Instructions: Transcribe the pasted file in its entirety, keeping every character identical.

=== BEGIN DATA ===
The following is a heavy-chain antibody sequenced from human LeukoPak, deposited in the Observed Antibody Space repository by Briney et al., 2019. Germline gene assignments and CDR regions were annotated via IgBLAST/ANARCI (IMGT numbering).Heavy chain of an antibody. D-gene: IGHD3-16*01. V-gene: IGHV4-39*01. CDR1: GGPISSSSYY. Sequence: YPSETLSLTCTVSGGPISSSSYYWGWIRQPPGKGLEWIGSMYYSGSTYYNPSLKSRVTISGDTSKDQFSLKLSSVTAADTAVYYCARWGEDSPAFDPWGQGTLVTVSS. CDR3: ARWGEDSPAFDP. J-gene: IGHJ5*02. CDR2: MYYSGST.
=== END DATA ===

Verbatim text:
The following is a heavy-chain antibody sequenced from human LeukoPak, deposited in the Observed Antibody Space repository by Briney et al., 2019. Germline gene assignments and CDR regions were annotated via IgBLAST/ANARCI (IMGT numbering).Heavy chain of an antibody. D-gene: IGHD3-16*01. V-gene: IGHV4-39*01. CDR1: GGPISSSSYY. Sequence: YPSETLSLTCTVSGGPISSSSYYWGWIRQPPGKGLEWIGSMYYSGSTYYNPSLKSRVTISGDTSKDQFSLKLSSVTAADTAVYYCARWGEDSPAFDPWGQGTLVTVSS. CDR3: ARWGEDSPAFDP. J-gene: IGHJ5*02. CDR2: MYYSGST.